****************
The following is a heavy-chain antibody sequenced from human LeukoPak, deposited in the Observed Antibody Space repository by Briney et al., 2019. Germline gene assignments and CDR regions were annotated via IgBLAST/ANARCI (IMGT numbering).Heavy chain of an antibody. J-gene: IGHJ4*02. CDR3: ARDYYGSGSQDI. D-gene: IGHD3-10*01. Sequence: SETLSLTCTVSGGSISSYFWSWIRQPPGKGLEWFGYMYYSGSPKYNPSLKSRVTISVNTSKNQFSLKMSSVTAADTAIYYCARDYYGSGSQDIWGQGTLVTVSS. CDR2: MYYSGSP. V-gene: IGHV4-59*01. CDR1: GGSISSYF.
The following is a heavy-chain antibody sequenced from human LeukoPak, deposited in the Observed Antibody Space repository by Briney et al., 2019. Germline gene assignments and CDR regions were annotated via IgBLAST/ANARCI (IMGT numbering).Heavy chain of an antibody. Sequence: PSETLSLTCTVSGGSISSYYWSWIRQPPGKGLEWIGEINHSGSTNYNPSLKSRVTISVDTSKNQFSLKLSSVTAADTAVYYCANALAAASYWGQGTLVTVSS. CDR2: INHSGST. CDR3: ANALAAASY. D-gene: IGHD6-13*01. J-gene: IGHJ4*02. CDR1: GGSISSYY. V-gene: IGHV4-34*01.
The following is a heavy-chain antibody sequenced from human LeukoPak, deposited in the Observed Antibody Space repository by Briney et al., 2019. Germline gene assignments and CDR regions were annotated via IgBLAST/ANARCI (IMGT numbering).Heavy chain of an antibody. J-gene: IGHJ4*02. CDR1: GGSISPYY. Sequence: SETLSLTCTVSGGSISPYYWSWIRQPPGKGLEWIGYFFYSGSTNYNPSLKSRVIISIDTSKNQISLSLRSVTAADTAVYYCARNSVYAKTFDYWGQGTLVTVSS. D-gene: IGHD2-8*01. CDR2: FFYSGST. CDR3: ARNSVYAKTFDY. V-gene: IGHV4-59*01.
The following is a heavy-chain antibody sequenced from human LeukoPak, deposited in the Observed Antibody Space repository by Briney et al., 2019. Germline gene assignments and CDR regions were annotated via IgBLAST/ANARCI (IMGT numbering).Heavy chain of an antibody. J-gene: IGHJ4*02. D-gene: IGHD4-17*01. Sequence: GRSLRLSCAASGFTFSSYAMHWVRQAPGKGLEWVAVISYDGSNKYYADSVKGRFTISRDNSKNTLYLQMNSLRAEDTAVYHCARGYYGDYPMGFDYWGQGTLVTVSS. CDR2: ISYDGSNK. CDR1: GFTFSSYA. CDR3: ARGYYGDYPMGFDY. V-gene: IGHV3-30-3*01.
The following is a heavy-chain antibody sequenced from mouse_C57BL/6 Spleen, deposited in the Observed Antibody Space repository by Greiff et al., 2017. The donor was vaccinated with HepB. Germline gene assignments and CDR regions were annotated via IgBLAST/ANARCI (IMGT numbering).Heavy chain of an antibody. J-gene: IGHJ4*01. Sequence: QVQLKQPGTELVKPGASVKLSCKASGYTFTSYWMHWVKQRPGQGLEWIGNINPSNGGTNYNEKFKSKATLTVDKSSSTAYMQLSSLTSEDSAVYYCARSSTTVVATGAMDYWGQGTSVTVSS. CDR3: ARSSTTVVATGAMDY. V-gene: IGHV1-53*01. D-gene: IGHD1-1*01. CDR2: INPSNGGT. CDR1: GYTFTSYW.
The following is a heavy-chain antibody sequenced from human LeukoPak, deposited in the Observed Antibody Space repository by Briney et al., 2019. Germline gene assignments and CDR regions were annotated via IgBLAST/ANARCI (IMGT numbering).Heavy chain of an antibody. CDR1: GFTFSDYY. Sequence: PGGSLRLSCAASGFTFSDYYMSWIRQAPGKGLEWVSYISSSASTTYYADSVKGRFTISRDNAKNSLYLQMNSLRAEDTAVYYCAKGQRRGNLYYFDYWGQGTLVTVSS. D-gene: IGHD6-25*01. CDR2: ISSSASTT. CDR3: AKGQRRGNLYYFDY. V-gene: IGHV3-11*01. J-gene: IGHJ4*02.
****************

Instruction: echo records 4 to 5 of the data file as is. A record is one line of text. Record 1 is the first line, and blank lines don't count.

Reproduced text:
The following is a heavy-chain antibody sequenced from human LeukoPak, deposited in the Observed Antibody Space repository by Briney et al., 2019. Germline gene assignments and CDR regions were annotated via IgBLAST/ANARCI (IMGT numbering).Heavy chain of an antibody. J-gene: IGHJ4*02. D-gene: IGHD4-17*01. Sequence: GRSLRLSCAASGFTFSSYAMHWVRQAPGKGLEWVAVISYDGSNKYYADSVKGRFTISRDNSKNTLYLQMNSLRAEDTAVYHCARGYYGDYPMGFDYWGQGTLVTVSS. CDR2: ISYDGSNK. CDR1: GFTFSSYA. CDR3: ARGYYGDYPMGFDY. V-gene: IGHV3-30-3*01.
The following is a heavy-chain antibody sequenced from mouse_C57BL/6 Spleen, deposited in the Observed Antibody Space repository by Greiff et al., 2017. The donor was vaccinated with HepB. Germline gene assignments and CDR regions were annotated via IgBLAST/ANARCI (IMGT numbering).Heavy chain of an antibody. J-gene: IGHJ4*01. Sequence: QVQLKQPGTELVKPGASVKLSCKASGYTFTSYWMHWVKQRPGQGLEWIGNINPSNGGTNYNEKFKSKATLTVDKSSSTAYMQLSSLTSEDSAVYYCARSSTTVVATGAMDYWGQGTSVTVSS. CDR3: ARSSTTVVATGAMDY. V-gene: IGHV1-53*01. D-gene: IGHD1-1*01. CDR2: INPSNGGT. CDR1: GYTFTSYW.